The Outsider: Meursault Refuses to Meet Society's Expectations. for This He Is Judged.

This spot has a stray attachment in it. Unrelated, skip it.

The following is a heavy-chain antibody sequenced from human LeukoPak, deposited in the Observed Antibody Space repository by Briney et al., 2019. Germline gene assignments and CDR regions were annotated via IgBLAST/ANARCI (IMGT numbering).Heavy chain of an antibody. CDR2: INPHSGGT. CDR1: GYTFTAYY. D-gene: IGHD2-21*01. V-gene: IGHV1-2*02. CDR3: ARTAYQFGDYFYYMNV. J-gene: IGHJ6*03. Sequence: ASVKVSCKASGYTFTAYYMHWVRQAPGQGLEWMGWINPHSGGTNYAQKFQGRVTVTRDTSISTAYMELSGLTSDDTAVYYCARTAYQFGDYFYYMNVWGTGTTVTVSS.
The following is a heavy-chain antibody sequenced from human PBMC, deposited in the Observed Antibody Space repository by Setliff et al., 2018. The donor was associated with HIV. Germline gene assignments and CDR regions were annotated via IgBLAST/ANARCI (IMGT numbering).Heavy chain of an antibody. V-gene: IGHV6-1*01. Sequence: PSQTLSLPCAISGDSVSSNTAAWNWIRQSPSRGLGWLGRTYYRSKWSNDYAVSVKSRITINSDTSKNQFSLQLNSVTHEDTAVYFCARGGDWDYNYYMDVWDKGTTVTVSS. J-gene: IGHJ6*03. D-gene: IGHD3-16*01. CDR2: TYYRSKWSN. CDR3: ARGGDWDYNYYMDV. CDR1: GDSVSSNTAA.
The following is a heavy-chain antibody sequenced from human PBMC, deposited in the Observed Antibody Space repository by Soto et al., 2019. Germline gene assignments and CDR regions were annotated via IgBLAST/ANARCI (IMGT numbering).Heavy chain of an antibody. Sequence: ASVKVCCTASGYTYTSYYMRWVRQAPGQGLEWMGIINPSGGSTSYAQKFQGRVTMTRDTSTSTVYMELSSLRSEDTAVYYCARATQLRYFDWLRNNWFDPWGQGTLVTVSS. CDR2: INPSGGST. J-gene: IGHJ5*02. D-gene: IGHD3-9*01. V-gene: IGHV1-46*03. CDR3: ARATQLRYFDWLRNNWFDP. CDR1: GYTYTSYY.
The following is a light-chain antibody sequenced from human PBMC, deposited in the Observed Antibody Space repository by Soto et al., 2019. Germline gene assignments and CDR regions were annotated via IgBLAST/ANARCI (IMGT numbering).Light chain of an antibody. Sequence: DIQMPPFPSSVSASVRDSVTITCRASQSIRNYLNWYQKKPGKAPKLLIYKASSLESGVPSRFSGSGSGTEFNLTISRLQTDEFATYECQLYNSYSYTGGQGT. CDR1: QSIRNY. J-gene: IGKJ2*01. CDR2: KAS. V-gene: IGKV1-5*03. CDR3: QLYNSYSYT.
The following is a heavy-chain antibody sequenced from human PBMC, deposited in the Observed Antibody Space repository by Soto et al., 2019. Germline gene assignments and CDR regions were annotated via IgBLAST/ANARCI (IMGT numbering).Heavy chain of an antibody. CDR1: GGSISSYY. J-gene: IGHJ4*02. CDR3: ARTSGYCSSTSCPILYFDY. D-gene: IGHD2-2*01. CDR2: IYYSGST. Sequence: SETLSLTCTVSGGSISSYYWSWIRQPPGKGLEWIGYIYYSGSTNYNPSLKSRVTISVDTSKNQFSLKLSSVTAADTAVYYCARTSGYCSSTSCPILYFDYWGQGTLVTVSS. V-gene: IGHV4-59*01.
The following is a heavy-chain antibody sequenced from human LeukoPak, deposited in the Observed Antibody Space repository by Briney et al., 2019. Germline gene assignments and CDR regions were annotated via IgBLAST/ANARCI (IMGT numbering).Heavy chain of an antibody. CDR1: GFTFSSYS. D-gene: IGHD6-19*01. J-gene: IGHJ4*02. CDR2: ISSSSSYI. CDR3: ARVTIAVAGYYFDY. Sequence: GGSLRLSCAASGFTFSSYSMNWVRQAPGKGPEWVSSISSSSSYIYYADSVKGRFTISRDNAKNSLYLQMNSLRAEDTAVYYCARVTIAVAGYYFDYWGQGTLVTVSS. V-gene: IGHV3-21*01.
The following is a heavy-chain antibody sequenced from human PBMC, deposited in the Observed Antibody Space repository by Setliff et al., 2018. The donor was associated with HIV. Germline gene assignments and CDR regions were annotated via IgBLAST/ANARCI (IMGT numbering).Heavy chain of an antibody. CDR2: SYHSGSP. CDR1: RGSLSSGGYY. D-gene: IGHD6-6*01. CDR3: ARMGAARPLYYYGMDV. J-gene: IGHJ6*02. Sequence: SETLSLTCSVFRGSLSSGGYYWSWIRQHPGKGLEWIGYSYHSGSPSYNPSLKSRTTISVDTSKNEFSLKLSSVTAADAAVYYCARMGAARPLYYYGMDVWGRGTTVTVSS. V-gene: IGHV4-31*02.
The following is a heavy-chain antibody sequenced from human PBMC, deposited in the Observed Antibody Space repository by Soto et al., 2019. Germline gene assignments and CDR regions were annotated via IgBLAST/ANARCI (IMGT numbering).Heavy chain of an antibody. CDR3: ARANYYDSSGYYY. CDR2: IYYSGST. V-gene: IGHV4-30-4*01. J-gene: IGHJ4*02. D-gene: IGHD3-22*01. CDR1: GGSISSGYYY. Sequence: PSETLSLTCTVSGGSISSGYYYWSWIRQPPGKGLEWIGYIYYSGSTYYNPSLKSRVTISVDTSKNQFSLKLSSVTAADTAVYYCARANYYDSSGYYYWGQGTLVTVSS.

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For a society to thrive, it is crucial for its people to recognise and abide by its rules, both the written and unspoken. Albert Camus picks at this common knowledge in his novella ‘The Outsider’ when he uses character Meursault to challenge readers with the influence of absurdism. Put simply, Meursault is an absurdist not guided by morality, but rather by his own integrity. His perverse acts, most of which leave many aghast, are acts which are considerably unacceptable or punishable in society; the lack of grief in his mother’s death, the inability to assess his own feelings towards the woman he “doesn’t mind” marrying, and even killing an Arab which he had very feeble personal association with. But during the prosecution, rather than looking at why Meursault murdered the Arab, he is being trialled for not meeting society’s expectations when he refuses to answer moderately when asked why he committed the crime. “On the day of mother’s funeral I was very tired and sleepy. So I wasn’t fully aware of what was going on.” These are the words of a tired man after a long bus ride to his mother’s funeral, not one who had stayed up grieving. Clearly Meursault has not yet grasped the idea of what the normalities of human society are, because when asked by his lawyer if he could say that he’d controlled his natural feelings that day, Meursault gave a “No, because it’s not true.” After hearing this the lawyer found him “…slightly disgusting” Still unaware of the stir his words could create in light of the law, Meursault “pointed out to him that none of this had anything to do with my case, but he merely replied that I obviously never had anything to do with the law.” Even the lawyer himself has implied that even the courts too would suggest now that Meursault is a nihilistic man of obscenities who simply refuses to conform into their ‘righteous’ society. That his abilities to

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